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S.Carolina Will Remove Flag

The South Carolina House agreed Wednesday night to remove the Confederate flag from atop the Statehouse dome and put a similar one up at a monument on the statehouse grounds. The vote was 63-56 and followed two days of debate.

South Carolina state senators in April approved a similar bill to remove the flag—a banner opponents say is racist but supporters insist is a symbol of Southern heritage.

The Republican-controlled House had twice refused to pass such a measure in the past six years.

The proposal now has a procedural third vote before it goes to a conference committee to hash out a few minor differences. The House, for example, amended the bill to illuminate and raise the height of the flagpole the flag will fly on.

Governor Jim Hodges has said he would sign the bill.

The National Association for the Advancement of Colored People for decades lobbied in vain to lower the flag, and pushed the issue to the top of this year's legislative agenda by launching an economic boycott of the state.

The NAACP in April called the Senate bill an insult, since the proposal kept the flag on the state captiol grounds.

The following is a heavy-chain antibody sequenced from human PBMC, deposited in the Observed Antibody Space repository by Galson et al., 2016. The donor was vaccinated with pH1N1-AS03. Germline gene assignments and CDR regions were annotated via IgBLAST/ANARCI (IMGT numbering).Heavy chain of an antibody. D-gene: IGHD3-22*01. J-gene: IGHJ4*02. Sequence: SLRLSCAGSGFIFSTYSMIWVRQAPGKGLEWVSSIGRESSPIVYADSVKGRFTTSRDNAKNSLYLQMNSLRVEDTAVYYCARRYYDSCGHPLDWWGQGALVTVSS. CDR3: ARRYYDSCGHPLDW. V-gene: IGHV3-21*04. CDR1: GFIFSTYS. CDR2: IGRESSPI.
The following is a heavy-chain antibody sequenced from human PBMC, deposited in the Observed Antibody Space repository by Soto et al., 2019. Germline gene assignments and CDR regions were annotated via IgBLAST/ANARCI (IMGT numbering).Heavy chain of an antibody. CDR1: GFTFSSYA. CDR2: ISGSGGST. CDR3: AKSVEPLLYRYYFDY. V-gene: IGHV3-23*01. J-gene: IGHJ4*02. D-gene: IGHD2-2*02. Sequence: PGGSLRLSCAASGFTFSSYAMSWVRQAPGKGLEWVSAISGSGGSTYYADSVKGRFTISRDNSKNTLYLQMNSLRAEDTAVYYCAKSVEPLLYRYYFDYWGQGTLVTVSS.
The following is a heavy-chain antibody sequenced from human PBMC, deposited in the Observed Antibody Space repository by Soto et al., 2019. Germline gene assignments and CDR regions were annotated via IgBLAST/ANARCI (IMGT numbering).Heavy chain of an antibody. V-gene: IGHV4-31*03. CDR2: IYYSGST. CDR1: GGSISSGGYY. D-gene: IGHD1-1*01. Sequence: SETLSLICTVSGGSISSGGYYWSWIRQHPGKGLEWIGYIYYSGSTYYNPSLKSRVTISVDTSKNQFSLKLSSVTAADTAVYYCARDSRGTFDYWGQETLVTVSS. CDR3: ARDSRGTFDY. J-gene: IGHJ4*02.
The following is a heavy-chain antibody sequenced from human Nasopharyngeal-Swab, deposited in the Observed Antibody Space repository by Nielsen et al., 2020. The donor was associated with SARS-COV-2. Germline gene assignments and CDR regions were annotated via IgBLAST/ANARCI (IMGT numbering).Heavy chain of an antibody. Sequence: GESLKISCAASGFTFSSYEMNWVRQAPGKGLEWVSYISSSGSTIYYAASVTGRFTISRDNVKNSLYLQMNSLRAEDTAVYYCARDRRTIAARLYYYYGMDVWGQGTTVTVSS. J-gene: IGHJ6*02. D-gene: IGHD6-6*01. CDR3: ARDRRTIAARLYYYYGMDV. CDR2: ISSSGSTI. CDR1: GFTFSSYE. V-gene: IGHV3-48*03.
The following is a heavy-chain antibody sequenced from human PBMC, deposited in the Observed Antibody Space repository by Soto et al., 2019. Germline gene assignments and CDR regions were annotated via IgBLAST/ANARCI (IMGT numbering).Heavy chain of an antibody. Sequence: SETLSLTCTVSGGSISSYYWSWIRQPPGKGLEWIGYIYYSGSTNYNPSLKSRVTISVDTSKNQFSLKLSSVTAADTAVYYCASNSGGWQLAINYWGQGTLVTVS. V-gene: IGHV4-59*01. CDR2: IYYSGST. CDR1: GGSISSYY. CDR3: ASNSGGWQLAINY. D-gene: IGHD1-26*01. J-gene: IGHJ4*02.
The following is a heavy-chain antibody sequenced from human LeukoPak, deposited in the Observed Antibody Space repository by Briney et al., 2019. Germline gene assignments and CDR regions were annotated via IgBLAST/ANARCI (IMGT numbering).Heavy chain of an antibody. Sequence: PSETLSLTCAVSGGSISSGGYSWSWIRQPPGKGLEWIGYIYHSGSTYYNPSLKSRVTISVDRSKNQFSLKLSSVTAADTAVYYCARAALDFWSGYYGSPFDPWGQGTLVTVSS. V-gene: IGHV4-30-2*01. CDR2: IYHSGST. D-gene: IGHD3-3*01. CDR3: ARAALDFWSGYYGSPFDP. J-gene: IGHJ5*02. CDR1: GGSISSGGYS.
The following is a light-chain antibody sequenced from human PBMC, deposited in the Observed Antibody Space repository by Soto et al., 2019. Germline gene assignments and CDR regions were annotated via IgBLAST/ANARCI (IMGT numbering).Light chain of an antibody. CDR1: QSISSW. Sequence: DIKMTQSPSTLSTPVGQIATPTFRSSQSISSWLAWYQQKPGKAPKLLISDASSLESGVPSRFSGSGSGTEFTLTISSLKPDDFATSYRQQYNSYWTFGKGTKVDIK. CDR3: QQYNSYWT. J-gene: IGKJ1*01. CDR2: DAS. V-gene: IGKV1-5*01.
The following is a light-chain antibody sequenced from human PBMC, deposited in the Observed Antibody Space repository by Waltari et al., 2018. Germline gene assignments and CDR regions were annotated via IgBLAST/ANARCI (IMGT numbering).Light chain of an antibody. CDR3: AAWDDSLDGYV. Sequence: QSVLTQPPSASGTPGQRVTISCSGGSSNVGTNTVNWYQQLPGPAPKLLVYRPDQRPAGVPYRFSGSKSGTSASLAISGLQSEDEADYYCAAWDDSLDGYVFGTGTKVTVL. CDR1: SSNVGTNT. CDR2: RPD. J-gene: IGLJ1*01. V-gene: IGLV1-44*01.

The Legislature raised the flag in 1962 to commemorate the Civil War centennial, then in 1995 gave itself the sole power to lower it. South Carolina's "Southern Cross" is the most widely recognized Confederate flag, with its diagonally crossing blue stripes and white stars on a red background.

The debate over the flag galvanized groups inside the state and beyond. In April, flag opponenets marched 120-miles—from Charleston to Columbia—to protest the rebel colors. Pro-flag groups counter-demonstrated when the marchers arrived in the capitol.

The argument even crept into the presidential campaign. Sen. John McCain, R.-Ariz., who dropped out of the Republican race in March, recently said he regretted not taking a firmer stand on the flag during his run.

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